Clexane (enoxaparin): Recall of blood-thinning medicine - update
Australia's medicines regulator, the Therapeutic Goods Administration, is today recalling an additional batch of the anticoagulant (blood-thinning) medicine Clexane (enoxaparin) which has been found to contain the contaminant over-sulphated chondroitin sulphate (OSCS). This is in addition to five batches of the product recalled on April 22nd.
The TGA has been informed by the supplier of Clexane, sanofi-aventis Australia, that this recall applies to one batch of Clexane 80mg, with batch number 08018.
Patients who use Clexane on prescription should check with their doctor or pharmacist to determine if their supply of Clexane is affected by the recall of this additional batch.
Doctors should ensure their patients return any affected product to their pharmacy or clinic.
In the event of difficulties obtaining uncontaminated batches of Clexane, alternative anticoagulants such as Fragmin (dalteparin sodium), unfractionated heparin or oral anticoagulants should be prescribed as clinically appropriate.
Clexane, and other heparin containing products, are life-saving medicines, essential for patients for heart surgery, joint surgery, in patients with kidney failure and numerous other clinical conditions.
The TGA has required testing of all heparin containing products in Australia since March 2008, following the identification of a contaminant known as "over-sulphated chondroitin sulphate (OSCS)" implicated in several severe allergic reactions in the USA and Europe.
As a result of this testing, contamination with OSCS has been detected in six batches of the low molecular weight heparin product Clexane. On 22 April 2008, five of these batches were quarantined pending further assessment. An additional batch of Clexane strength has since been found to contain the contaminant. This additional batch is:
|Clexane 80 mg||Batch No. 08018|
The affected batches identified previously are:
|Clexane 20 mg||Batch No. 02115|
|Clexane 40 mg||Batch No. 04526|
|Clexane 80 mg||Batch No. 08009|
|Clexane 100 mg||Batch No. 01007|
|Clexane 100 mg||Batch No. 01011|
To date, in Australia, there have been no reports of adverse events of the type reported in the United States associated with heparin products. Nevertheless, the TGA has decided to continue to continue to quarantine the affected batches of Clexane so no patients are put at undue risk. A full analysis of the clinical significance of the contaminant in Clexane is continuing.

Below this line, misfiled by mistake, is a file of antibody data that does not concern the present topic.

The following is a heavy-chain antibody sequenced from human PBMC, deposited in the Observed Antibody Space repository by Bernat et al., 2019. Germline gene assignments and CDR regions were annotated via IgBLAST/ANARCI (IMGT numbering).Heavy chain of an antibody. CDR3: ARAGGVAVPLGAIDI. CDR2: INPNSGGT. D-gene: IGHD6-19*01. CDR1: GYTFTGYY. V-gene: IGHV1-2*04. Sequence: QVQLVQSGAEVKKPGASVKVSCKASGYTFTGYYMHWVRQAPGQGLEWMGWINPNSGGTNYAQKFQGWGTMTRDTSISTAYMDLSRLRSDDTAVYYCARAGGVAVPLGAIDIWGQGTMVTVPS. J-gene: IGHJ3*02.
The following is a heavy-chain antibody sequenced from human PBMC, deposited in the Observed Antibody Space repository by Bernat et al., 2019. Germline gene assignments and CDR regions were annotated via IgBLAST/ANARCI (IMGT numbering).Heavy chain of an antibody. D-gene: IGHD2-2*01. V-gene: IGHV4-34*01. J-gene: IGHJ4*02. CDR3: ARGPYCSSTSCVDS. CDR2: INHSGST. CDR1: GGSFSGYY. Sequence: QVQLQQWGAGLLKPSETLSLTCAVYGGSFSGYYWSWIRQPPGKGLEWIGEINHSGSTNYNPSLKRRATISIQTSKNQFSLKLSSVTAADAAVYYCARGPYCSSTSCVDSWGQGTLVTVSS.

People having surgery or requiring treatment with heparin products for other reasons at present should be given either Clexane from batches other than those affected by contamination, the alternative low molecular weight heparin known as Fragmin, or an unfractionated heparin product.
Sponsors have advised that supplies of both intravenous heparin and Fragmin available in Australia have been tested and are free of the contaminant affecting these batches of Clexane.
The TGA is working with suppliers of heparin to source additional heparin products. However today's recall in Australia, in addition to the previous recalls of Clexane, together with ongoing supply problems of heparin products worldwide, could result in a shortage of the product in Australia in the future.
The TGA and the Department of Health & Ageing have been working with clinical experts from around the country, suppliers and international regulatory counterparts, to determine the best way to ensure patients have safe access to these treatments. On 16 May 2008 Consensus Guidelines were released by the Department of Health & Ageing on measures to manage a potential shortage of anti-coagulant medicines containing the blood thinning agent, heparin.
Around the world regulatory agencies have varied in their responses to the issue of heparin contamination, with some agencies initiating recalls and others continuing to allow contaminated product to remain in the market, based on the view that in many clinical settings the benefits of continued use of these blood thinning agents outweigh the possible risks from contamination.
At this time the TGA's advice is:
- Patients who use Clexane on prescription are advised to check with their doctor or pharmacist to determine if their supply of Clexane may have been affected. Patients should not discontinue treatment without consulting their doctor. After consulting their doctor they should return their supply of Clexane to their pharmacy if it is from one of the affected batches, and use the alternative anticoagulant prescribed by their doctor. Batch numbers are located on the side flap of the carton containing the Clexane.
- Doctors are asked to ensure their patients return any affected product to their pharmacy or clinic.
- Pharmacists and wholesalers are advised to return any product from affected batches to the manufacturer.
The TGA is continuing to work closely with international regulators and Australian clinicians to develop the most effective strategies to allow safe supply of heparin products, and will continue to keep the medical profession and consumers fully briefed as the situation unfolds.